Late May through August depending on different crops; check individual farms’ websites for details

What’s better than homemade pie? Homemade pie in which you can (literally) taste the fruits of your labor. Early summer is berry season in the Bay Area, and there are dozens of “u-pick” farms where kids can get their hands berry-stained to their hearts’ content.

In Sebastopol, check out EARTHseed, Sonoma County’s first Afro-Indigeous permaculture farm, for plums, pluots and blackberries. Head east to Brentwood for cherries — locals like Nunn Better Farms, where you don’t need a reservation. In Pescadero, hit the Blue House Farm for strawberries in June or R&R Farms for olallieberries later in the summer (and stop by Arcangeli Grocery for a loaf of fresh-baked garlic artichoke bread on your way out of town).

a young Black girl and an older Black man give thumbs ups while riding a horse in front of a mural celebrating the Black Panther Party
Donnell McAlister gives kids a chance to sit on top of his horse during a block party to celebrate the opening of the Black Panther Party Mini Museum in West Oakland during a 2021 Juneteenth celebration. (Beth LaBerge/KQED)

Celebrate Juneteenth

Various locations
Programming throughout June; most events June 17–19

Juneteenth has only been a recognized federal holiday since 2021, but the Bay Area has celebrated the day of emancipation since the 1980s. Family-friendly parades, musical performances, film screenings, political actions and parties highlighting Black history and culture abound on all sides of the Bay.

San Francisco’s party in the Fillmore on June 17 promises carnival rides and games in a kids’ area set up at African American Arts and Cultural Complex; while Afrocentric Oakland’s massive Fam Bam party and wellness festival at Lake Merritt always includes a youth zone. Berkeley has a whole week of programming from June 11–18, including a softball tournament and a celebration of Black inventors with an invention competition. In San Jose, the Children’s Discovery Museum will have a special kids’ program June 19, while Juneteenth in the Street takes over downtown June 17 with family-friendly music and dance performances. Check KQED Arts in the coming weeks for a more comprehensive guide to Juneteenth offerings.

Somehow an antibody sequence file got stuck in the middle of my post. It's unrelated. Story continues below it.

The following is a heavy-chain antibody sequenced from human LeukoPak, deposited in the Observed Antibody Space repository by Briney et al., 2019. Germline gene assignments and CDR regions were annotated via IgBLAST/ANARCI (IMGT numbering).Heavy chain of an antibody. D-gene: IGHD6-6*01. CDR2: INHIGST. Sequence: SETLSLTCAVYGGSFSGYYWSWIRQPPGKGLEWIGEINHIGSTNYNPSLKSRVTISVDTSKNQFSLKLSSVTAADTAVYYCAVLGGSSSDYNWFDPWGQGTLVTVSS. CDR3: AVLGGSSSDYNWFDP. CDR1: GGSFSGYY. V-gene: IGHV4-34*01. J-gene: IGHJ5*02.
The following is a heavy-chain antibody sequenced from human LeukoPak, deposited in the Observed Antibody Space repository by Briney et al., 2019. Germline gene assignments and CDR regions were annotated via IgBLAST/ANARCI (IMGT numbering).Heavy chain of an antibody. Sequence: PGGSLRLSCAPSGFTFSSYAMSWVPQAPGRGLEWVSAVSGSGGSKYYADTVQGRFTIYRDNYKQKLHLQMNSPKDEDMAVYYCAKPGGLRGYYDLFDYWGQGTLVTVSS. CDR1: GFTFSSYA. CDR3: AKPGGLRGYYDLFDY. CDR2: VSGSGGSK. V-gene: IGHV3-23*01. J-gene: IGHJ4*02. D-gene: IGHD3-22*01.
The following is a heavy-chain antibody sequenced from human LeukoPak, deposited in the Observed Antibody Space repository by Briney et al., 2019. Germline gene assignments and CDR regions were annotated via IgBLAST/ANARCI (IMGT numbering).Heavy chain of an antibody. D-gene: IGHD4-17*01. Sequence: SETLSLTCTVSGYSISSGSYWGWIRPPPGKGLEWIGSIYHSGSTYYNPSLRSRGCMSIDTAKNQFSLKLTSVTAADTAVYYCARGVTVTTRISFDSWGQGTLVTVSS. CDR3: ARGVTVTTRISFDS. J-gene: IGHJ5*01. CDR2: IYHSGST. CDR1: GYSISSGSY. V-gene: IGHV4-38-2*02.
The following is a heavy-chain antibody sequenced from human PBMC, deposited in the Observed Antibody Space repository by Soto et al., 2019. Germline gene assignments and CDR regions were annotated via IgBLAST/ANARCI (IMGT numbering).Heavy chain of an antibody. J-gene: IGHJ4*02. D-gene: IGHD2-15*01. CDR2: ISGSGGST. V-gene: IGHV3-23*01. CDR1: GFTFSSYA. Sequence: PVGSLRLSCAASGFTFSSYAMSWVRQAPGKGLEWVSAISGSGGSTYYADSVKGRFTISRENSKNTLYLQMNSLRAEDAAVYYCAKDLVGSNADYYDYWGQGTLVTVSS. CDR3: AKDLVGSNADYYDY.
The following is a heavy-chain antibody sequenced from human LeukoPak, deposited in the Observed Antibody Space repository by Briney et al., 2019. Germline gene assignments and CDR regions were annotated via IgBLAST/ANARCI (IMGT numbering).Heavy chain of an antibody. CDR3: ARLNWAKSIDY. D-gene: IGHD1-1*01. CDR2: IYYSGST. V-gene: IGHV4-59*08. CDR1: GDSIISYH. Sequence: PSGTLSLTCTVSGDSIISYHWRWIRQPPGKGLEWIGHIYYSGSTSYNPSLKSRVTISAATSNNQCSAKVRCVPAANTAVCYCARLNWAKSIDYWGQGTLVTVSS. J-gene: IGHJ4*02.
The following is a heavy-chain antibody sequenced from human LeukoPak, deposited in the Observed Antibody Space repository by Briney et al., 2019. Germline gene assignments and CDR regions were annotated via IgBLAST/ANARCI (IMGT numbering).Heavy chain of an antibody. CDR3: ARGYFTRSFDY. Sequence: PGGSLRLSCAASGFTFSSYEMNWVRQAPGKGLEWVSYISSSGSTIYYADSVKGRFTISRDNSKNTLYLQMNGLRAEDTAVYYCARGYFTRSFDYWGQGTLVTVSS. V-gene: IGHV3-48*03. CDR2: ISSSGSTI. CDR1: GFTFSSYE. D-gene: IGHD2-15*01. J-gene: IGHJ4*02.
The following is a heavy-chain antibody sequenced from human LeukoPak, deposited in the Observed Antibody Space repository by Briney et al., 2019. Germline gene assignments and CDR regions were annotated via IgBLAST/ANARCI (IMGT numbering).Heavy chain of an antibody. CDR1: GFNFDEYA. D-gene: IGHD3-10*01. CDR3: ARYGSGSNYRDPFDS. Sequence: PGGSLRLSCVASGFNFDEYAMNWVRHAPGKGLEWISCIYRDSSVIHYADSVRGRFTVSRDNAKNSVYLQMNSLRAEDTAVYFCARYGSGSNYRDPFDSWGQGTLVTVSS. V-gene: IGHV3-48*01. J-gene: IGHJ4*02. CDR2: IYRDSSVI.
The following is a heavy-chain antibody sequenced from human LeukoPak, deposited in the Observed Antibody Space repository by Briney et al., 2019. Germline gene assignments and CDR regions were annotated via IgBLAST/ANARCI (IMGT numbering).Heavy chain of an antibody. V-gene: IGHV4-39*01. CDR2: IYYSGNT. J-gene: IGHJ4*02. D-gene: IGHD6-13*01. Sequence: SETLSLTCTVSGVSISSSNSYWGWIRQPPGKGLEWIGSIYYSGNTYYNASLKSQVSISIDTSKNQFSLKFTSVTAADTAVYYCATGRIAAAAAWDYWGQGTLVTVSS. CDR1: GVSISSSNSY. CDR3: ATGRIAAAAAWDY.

a band made up of five kids with instruments performs on a stage with a sign that reads 'the boat dock' at a festival
A band of kids performs at the Rivertown Revival, an especially family-friendly music fest in Petaluma. (Debbie Wilson)

Get down at the Rivertown Revival

McNear Peninsula, Steamer Landing Park, Petaluma
July 22–23

This sweet two-day festival, now in its 11th year, offers a sizzle reel of Bay Area indie-folk, soul and alt-country talent: Saturday night’s headlined by Petaluma’s own Ben Morrison (Brothers Comatose), plus “California Creole” from Richmond native André Thierry and freak-folk from Tay and the JangLahDahs; Sunday has Oakland-born psych-rock mainstay King Dream and Santa Rosa’s favorite pirate punks, The Crux. But the kicker for families is a big, dedicated area where kids can “view and pet animals, dance to music, play with water and engage in group art,” plus a shaded, private parents’ tent for nursing or diaper changes. It’s all a fundraiser for the nonprofit Friends of the Petaluma River.

(Other music festivals where I’ve seen kids of all ages having a great time? Stern Grove, Mosswood Meltdown and the San Jose Summer Jazz Fest.)

people watch a movie on an outdoor screen at the beach with a roller coaster in the background
Free movies on the Beach at the Santa Cruz Boardwalk. (Courtesy of Santa Cruz Beach Boardwalk)

Catch a movie at the Santa Cruz Beach Boardwalk

Friday nights June 16–Aug. 11
Beach in front of the Colonnade, Santa Cruz

Nothing says summer like sand between your toes, corn dogs and saltwater taffy, and the unmistakable look on the face of a parent who just consumed corn dogs and saltwater taffy, then agreed to go on “one more ride” at the behest of a child hopped up on sugar and arcade games. A trip to the Santa Cruz boardwalk is already a classic summertime pilgrimage for Bay Area kids; up the ante (or just celebrate no one losing their lunch on the Giant Dipper) by sticking around for a free cult-classic movie on the beach. Just make sure no one wanders off on their own at night — “Santa Carla” can get freaky after dark.